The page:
No Egg – No Problem

I love eggs. Eggs are amazing for our health. They’re like little packages of health that chickens lay just for our wellbeing. Thanks chickens! 🐔🐥🐣🐓 The benefits of eggs is a post for another day (check back soon), because today we are talking about this: You decide you want to do some baking. Flour ✔️ Butter ✔️  Salt ✔️  Chocolate chips ✔️  Baking powder ✔️  Cacao ✔️  Whatever else you want in your baking ✔️  Ok…lets get started. Mix the dry ingredients. Mix the wet ingredients. Mix them all together with the…Oh NO!!! We have no eggs! Ahhh! Panic! Ring Mum, she’ll have some. That was my husbands response when I was baking biscuits and realised we had eaten all the eggs, “Call your Mum, she’ll have some.”

I decided to be a big girl and make my own. No I’m not a chicken. But I have a pantry full off stuff. All you need is a tablespoon of chia seeds or a tablespoon of flax seeds, some water and a blender. For making ‘eggs’ I used the smallest cup on my Magic Bullet. This isn’t a job for the thermie or ALL my ‘egg’ will be stuck to the blades.

While eggs (the chicken variety) have all the goodness of fat soluble vitamins such as vitamin A, E, D and K and fat and protein, there are health benefits in chia and flax seeds that also make them nutritious in baking. They’re obviously also a good vegan option, if that is required.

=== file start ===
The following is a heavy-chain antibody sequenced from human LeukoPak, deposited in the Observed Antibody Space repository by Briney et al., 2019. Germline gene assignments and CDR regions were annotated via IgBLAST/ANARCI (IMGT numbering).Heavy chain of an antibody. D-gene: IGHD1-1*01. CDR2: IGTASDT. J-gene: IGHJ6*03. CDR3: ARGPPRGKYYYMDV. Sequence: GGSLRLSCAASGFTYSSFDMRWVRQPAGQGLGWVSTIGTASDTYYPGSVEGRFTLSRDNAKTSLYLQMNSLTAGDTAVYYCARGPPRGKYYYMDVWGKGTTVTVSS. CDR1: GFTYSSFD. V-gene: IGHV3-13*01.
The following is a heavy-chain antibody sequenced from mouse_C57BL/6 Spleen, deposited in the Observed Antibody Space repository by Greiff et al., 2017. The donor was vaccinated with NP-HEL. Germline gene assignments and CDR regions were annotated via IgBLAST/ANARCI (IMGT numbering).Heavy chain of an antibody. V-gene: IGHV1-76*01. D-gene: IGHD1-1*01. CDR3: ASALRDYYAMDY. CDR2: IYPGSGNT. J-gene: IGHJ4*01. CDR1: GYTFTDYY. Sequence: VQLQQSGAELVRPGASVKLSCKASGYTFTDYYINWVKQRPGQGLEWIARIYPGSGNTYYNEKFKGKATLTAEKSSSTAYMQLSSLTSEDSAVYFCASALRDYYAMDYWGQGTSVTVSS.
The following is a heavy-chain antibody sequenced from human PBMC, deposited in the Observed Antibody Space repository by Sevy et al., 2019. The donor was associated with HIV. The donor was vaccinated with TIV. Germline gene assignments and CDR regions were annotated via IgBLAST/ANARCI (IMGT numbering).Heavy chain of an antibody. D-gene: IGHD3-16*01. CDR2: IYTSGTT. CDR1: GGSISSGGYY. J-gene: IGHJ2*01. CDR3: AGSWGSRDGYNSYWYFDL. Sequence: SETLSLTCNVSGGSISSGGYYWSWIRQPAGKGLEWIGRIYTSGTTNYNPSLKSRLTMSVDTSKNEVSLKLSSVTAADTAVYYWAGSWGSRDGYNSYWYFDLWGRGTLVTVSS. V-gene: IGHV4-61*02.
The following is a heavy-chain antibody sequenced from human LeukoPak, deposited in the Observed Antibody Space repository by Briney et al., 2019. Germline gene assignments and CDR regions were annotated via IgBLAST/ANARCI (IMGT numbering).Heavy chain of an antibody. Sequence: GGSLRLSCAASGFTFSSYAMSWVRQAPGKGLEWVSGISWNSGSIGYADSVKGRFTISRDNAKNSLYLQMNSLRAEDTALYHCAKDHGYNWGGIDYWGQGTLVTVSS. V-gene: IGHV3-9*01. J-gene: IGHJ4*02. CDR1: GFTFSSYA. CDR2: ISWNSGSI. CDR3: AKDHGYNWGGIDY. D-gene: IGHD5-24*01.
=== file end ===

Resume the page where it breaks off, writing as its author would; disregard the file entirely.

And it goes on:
Chia ‘Egg’

(Makes one egg)

  • 1 tbsp chia seeds
  • 3 tbsp water
  1. Grind the chia seeds in your choice of food processor
  2. Add water
  3. Watch it congeal before your eyes. It takes about 5 minutes. You don’t have to watch it the whole time. It will happen anyway. Make a cup of tea or check Facebook.

Flax ‘Egg’

(Makes one egg)

  • 1 tbsp flax seeds
  • 3 tbsp water
  1. Grind the flax seeds in your choice of food processor
  2. Add water
  3. Watch it congeal before your eyes. It takes about 5 minutes. You don’t have to watch it the whole time. It will happen anyway. Make a cup of tea or check Facebook.
  4. Yes it’s the same process 😀
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All you Need to Know about Beans

Are you looking to reduce your meat consumption but would still like to keep your protein up? Or perhaps you just want to increase your protein to help reduce carbohydrates?

Whatever the reason, here is the information which is…

All you Need to Know about

Beans

Beans are loaded with a good source of protein. Although they don’t have as many amino acids as animal based foods, they do have more than other plant-based options. Beans have lots of iron, B group vitamins and fibre.

Protein is important as it is the building block of cells and tissues and important for many vital bodily functions. We should consume a range of protein sources to ensure we receive all essential amino acids. Essential amino acids are the ones we can’t manufacture ourselves.

 

Preparing Beans

The best way to cook beans with minimal impact on your digestive system (I mean less farts) is to soak them overnight.